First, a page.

Opinion: Auto Safety Inspections Bill Would Protect Drivers and Pedestrians

How many vehicles on the road have faulty equipment? File photo

Last August, a 20-year-old Chevy Tahoe SUV careened across two lanes and slammed into me. I never saw it coming.

My sister and I were on a pleasant Sunday morning bike ride in Silver Spring. The crash broke my hip and fractured my pelvis on both sides. While I lay unconscious in the grass, my sister told me that the SUV driver exclaimed, “Oh my God! I’m so sorry! My brakes gave out. I was meaning to have them checked.”

She and her two-ton vehicle could have killed me and many others, perhaps even people you love.

Brakes don’t just “give out.” Mechanics see signs of wear early enough make a repair. But, it’s perfectly legal in Maryland to drive an older car around and never repair your brakes, broken seatbelts or wipers, or replace a faulty horn or threadbare tires.

Why do all of our neighboring states – Pennsylvania, Delaware, Virginia, Washington, D.C. and West Virginia – require basic auto safety inspections? Because their legislatures have taken seriously their responsibility to protect residents from the killing machines on our roads. Why didn’t my state of Maryland protect me, or over 10,000 other Marylanders who were in car crashes caused by equipment failure in the last three years?

Statistics are people with the tears wiped away.

I spent 11 days in the Shock and Trauma Center at the University of Maryland Medical Center, on opioids for excruciating pain. Then 27 days in a rehab facility in Chevy Chase, diapering myself and using a wheelchair to get around. When I was discharged, I had no choice but to rent a one-story AirBnb for six weeks, because I couldn’t ascend stairs to my house. After two and a half months away from my 16-year-old daughter and husband, I returned to my home with my walker, shower bench, commode and newly installed banisters.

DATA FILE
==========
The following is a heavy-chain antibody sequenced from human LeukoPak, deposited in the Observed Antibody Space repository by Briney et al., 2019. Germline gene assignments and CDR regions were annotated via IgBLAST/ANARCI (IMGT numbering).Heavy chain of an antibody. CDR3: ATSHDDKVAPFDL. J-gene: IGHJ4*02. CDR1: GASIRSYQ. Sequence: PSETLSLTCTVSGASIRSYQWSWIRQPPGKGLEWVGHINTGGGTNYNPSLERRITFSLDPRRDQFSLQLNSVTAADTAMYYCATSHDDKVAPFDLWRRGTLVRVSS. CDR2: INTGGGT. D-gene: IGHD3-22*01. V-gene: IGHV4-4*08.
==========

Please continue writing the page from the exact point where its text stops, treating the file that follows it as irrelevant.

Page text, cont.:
CareFirst BlueCross shelled out a whopping $66,000 for my medical care. My out of pocket costs exceeded $12,000. All this might have been avoided if Maryland required the owner of that SUV to spend $45 every two years to get her car inspected then fixed. A driver’s license and excellent driving skills don’t matter much if a vehicle is dangerous in ways that aren’t visible to police.

When I went before the Judicial Proceedings Committee last month to tell my story, a member of the Senate decried Senate Bill 566 as imposing a burden on low-income families because “their cars would be taken off the road just for pushing the envelope.” I am that envelope.

In fact, SB 566 would protect low-income families. It protects them from getting injured in or by dangerous vehicles. It protects minimum wage workers from lost income and lost jobs. It protects people with no or low savings from astronomical medical and legal bills that could force them into bankruptcy. And it would save low-income drivers substantial money when they buy used cars. Maryland auto dealers support SB0566 because they must jack up used car prices to cover the cost of repairs so that Maryland trade-ins can pass the rigorous safety inspection the state requires only upon sale or transfer.

This “accident” disrupted my life. It stole precious time from my family and my work. It traumatized my sister and my children. Seven months later, I still have pain; I’m still spending on physical therapy; and my orthopedist says I’ll likely need a hip replacement in a few years. At 56, I have gone from being in the best physical fitness of my life to the worst. I am hypervigilant when driving or walking on sidewalks – fearful of cars around me, anxious when I see cyclists or pedestrians being anything but careful. I drive with one hand on the horn.

And I am angry at the state of Maryland for not protecting me. If I were hit by a state-owned vehicle, you would recognize the state’s responsibility for the accident. Even Uber and Lyft require their drivers’ cars to pass an annual safety inspection.

I did not want to bankrupt the woman who hit me or her family. We were both lucky to survive the accident she caused. But I hold the state of Maryland and its elected officials accountable for their negligence and failure to require regular auto safety inspections, as our wise neighboring states already do.

— JULIE DRIZIN

The writer is a resident of Silver Spring and an advocate for traffic safety measures.